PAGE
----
See the Change

Georgia Climate Project helps chart a course for the state

Ann Borden

Daniel Rochberg

Scientists, researchers, and environmental experts from across the state gathered at Emory in May to draft a set of targeted research questions that could help Georgia better understand and address one of the century’s defining challenges.

An initiative of the Georgia Climate Project, the effort is partly driven by communities across Georgia that are already exploring strategies to address the impact of climate change, says Daniel Rochberg, chief strategy officer for the Climate@Emory initiative and an instructor in the Rollins School of Public Health and Emory College.

“Whenever someone wants to take climate action, there is often a question about where to turn for unbiased data,” he says. “We can offer a list of research questions to support something useful, providing pointers to existing research that can help lay a foundation for decision making.”

Some communities are actively assessing vulnerabilities and strategies to build resilience to potential climate change impact, while others are developing technologies and policies to begin reducing emissions, according to Rochberg, who has also worked for the US State Department as special assistant to the lead climate negotiators under presidents Bush and Obama.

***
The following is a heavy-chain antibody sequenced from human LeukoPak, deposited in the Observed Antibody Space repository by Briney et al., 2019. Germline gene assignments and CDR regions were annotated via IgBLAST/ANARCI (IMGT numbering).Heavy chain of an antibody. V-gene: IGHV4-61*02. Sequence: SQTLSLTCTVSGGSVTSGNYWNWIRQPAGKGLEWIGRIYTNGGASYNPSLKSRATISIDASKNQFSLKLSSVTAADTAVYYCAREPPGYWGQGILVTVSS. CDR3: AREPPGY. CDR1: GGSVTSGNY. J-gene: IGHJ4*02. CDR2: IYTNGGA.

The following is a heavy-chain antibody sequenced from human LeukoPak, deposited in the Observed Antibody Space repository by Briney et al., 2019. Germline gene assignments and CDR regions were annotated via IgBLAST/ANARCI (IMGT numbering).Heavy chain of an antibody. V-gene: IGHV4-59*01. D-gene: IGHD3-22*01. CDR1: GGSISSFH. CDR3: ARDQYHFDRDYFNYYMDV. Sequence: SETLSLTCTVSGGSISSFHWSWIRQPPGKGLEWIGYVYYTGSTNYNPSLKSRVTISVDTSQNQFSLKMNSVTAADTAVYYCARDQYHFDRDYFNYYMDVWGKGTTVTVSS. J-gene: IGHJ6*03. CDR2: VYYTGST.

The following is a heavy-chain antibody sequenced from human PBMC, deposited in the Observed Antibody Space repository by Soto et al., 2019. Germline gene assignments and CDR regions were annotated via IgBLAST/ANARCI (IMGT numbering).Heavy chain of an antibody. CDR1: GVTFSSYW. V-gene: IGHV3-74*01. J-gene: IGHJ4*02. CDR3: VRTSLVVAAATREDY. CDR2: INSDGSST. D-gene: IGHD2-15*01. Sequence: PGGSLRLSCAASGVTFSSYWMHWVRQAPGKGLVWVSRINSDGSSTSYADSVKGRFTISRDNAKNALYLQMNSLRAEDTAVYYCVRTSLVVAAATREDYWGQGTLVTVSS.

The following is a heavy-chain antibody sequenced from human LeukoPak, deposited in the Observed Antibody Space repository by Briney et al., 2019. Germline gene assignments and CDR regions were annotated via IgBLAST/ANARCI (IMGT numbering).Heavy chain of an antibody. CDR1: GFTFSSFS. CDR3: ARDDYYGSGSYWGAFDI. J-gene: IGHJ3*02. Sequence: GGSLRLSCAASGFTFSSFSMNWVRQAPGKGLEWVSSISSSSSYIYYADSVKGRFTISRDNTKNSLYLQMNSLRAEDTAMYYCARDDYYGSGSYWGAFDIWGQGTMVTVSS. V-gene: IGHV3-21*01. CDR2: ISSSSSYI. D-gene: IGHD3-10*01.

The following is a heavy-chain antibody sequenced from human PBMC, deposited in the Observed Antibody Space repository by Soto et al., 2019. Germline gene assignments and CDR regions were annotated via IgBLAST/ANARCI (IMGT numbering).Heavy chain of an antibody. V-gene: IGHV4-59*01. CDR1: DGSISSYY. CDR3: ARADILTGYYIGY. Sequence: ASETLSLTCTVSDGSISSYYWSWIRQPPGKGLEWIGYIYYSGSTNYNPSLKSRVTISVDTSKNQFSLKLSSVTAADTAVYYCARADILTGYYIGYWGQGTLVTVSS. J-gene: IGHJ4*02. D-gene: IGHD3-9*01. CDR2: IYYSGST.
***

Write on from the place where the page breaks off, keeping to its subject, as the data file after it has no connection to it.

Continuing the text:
“To inform this work, decision makers at all levels need credible and relevant information from across the natural, applied, and social sciences,” says Murray Rudd, an associate professor in Emory’s Department of Environmental Sciences and member of the climate research roadmap steering committee.

Cofounded by Emory, the University of Georgia, and the Georgia Institute of Technology, the Georgia Climate Project is a multiyear effort by a statewide consortium of universities and colleges, working with partners to improve understanding of climate impacts and solutions.

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